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Pointing Others To God?

Sermon on the Mount  •  Sermon  •  Submitted
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SADDAM HUSSEIN was a very religious man, or so it seems. During his twenty-four years of dictatorship in Iraq, he brought about many religious “advances.” He built, for example, the largest mosque in the region, which supposedly contained a copy of the Quran written in his own blood. During his reign, he also added an inscription in his own hand on the Iraqi flag: Allahu Akbar (“God is Great”).
Shortly after Saddam’s death the British journalist Christopher Hitchens wrote a book using this Iraqi motto sarcastically for his title: god Is Not Great. In that book, which is critical of both Christianity and Islam, Hitchens argues How Religion Poisons Everything, as his less than subtle subtitle says. His hatred for religion comes from his intellectual convictions (he is an atheist, Darwinist, and materialist) but also from his experience as a journalist in which he saw firsthand so much religious hypocrisy.
For example, he writes about his visit to Iran, which like Iraq is an Islamic nation and thus stringently upholds the teachings of the Quran. Therefore, premarital intercourse and prostitution are outlawed. However, what happens is that the mullahs (the Islamic religious leaders) profit monetarily by licensing something they call “temporary marriages.” That is, a man comes to the mullah, often in a specially designated house, and receives a temporary marriage license to be the temporary husband of a girl he has never met. Then he can have a temporary union with her and just a few minutes later conveniently and lawfully receive a permanent divorce declaration. Some might call this legalized prostitution. Hitchens writes about how he was offered “such a bargain,” of all places, outside the shrine to the Ayatollah Khomeini in south Tehran.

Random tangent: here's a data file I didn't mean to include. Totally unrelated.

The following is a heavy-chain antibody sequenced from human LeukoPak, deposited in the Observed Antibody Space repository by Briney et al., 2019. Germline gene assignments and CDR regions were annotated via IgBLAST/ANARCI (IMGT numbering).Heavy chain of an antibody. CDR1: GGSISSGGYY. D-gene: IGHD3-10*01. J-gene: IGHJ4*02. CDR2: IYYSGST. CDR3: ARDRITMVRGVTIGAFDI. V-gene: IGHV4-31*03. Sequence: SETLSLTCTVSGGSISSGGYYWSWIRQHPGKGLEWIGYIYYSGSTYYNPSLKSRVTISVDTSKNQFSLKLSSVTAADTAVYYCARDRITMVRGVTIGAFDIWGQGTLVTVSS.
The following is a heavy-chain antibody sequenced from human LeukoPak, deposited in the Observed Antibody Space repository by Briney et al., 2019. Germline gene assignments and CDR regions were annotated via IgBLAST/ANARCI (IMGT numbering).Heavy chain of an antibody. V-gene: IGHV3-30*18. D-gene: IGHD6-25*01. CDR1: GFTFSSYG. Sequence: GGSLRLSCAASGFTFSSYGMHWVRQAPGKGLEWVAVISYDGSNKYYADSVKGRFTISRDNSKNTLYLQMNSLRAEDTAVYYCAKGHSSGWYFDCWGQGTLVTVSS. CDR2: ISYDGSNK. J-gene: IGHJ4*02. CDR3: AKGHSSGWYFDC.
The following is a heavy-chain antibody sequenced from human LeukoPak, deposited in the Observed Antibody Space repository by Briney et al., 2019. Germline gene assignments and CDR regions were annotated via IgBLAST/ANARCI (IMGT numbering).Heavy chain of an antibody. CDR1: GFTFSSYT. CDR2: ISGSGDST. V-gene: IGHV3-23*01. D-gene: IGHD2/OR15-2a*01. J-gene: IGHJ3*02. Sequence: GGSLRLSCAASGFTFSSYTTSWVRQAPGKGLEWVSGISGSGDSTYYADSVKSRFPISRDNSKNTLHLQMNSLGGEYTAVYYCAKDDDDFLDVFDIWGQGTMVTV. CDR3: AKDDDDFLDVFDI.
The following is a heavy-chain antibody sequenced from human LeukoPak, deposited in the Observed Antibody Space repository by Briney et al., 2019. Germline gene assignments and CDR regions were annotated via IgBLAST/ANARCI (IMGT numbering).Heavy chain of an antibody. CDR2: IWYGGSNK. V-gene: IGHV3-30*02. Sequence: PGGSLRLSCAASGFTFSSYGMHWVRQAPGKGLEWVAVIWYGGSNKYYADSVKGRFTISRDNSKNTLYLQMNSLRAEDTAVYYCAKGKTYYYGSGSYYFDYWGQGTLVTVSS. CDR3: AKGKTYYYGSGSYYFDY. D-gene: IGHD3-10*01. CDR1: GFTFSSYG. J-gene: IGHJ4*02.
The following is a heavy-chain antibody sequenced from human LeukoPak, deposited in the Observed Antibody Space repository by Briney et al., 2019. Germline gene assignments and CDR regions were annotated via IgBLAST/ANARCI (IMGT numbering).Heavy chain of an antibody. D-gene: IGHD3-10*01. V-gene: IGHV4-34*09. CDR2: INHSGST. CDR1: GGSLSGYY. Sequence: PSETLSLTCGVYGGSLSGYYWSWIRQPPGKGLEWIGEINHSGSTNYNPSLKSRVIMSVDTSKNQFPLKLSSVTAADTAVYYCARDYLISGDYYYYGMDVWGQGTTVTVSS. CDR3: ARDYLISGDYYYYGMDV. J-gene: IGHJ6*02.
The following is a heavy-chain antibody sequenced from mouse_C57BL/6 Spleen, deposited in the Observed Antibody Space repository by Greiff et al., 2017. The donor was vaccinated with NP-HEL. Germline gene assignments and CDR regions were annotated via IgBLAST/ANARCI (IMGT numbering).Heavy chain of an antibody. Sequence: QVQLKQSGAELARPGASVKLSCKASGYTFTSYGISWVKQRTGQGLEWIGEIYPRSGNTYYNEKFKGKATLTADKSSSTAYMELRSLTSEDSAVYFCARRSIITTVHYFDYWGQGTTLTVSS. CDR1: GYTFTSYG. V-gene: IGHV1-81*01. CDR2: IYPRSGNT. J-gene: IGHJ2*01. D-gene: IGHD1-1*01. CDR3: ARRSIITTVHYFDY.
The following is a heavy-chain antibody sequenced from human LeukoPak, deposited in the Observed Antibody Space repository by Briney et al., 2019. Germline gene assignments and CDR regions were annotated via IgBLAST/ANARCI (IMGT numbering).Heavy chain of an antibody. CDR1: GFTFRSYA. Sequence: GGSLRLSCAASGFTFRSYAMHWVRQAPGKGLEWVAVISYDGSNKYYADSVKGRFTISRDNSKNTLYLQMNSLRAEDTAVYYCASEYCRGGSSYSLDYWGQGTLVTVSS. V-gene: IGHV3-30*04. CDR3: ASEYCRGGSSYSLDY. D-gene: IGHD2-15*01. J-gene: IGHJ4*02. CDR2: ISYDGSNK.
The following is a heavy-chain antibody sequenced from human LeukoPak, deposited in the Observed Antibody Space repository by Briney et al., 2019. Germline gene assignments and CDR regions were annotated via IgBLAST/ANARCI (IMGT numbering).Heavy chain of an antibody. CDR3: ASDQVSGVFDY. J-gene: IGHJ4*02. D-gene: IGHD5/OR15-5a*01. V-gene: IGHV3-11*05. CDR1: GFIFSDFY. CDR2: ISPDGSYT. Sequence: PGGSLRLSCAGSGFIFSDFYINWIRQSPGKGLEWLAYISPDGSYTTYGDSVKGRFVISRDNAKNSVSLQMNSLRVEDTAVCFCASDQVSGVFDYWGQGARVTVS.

Hitchens writes about how he was offered “such a bargain,” of all places, outside the shrine to the Ayatollah Khomeini in south Tehran.

“Be careful not to practice your righteousness in front of others to be seen by them. Otherwise, you have no reward with your Father in heaven. 2 So whenever you give to the poor, don’t sound a trumpet before you, as the hypocrites do in the synagogues and on the streets, to be applauded by people. Truly I tell you, they have their reward. 3 But when you give to the poor, don’t let your left hand know what your right hand is doing, 4 so that your giving may be in secret. And your Father who sees in secret will reward you.,t

HOW TO PRAY

5 “Whenever you pray, you must not be like the hypocrites, because they love to pray standing in the synagogues and on the street corners to be seen by people. Truly I tell you, they have their reward. 6 But when you pray, go into your private room, shut your door, and pray to your Father who is in secret. And your Father who sees in secret will reward you.,v 7 When you pray, don’t babble like the Gentiles, since they imagine they’ll be heard for their many words. 8 Don’t be like them, because your Father knows the things you need before you ask him.

16 “Whenever you fast, don’t be gloomy like the hypocrites. For they make their faces unattractive,e so that their fasting is obvious to people. Truly I tell you, they have their reward. 17 But when you fast, put oil on your head and wash your face, 18 so that your fasting isn’t obvious to others but to your Father who is in secret. And your Father who sees in secret will reward you.